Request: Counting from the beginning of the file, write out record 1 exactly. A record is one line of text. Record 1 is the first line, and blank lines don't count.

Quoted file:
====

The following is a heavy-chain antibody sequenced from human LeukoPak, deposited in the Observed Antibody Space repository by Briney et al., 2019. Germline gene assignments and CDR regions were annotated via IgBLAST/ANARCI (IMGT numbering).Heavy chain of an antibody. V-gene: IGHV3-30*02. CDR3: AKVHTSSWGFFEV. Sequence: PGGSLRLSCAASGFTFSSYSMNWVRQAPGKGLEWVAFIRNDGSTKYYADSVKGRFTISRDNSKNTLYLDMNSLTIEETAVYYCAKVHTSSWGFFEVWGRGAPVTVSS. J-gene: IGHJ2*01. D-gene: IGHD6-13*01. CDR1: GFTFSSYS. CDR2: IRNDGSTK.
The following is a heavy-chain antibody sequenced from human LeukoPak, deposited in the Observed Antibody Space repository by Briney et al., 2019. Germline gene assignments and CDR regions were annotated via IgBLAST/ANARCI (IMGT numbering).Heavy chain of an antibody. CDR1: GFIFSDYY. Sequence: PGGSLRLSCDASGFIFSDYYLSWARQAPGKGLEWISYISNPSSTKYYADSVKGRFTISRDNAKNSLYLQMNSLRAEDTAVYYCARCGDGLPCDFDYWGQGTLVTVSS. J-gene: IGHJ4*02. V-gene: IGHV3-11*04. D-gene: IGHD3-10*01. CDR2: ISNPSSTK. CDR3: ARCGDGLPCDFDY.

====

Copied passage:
The following is a heavy-chain antibody sequenced from human LeukoPak, deposited in the Observed Antibody Space repository by Briney et al., 2019. Germline gene assignments and CDR regions were annotated via IgBLAST/ANARCI (IMGT numbering).Heavy chain of an antibody. V-gene: IGHV3-30*02. CDR3: AKVHTSSWGFFEV. Sequence: PGGSLRLSCAASGFTFSSYSMNWVRQAPGKGLEWVAFIRNDGSTKYYADSVKGRFTISRDNSKNTLYLDMNSLTIEETAVYYCAKVHTSSWGFFEVWGRGAPVTVSS. J-gene: IGHJ2*01. D-gene: IGHD6-13*01. CDR1: GFTFSSYS. CDR2: IRNDGSTK.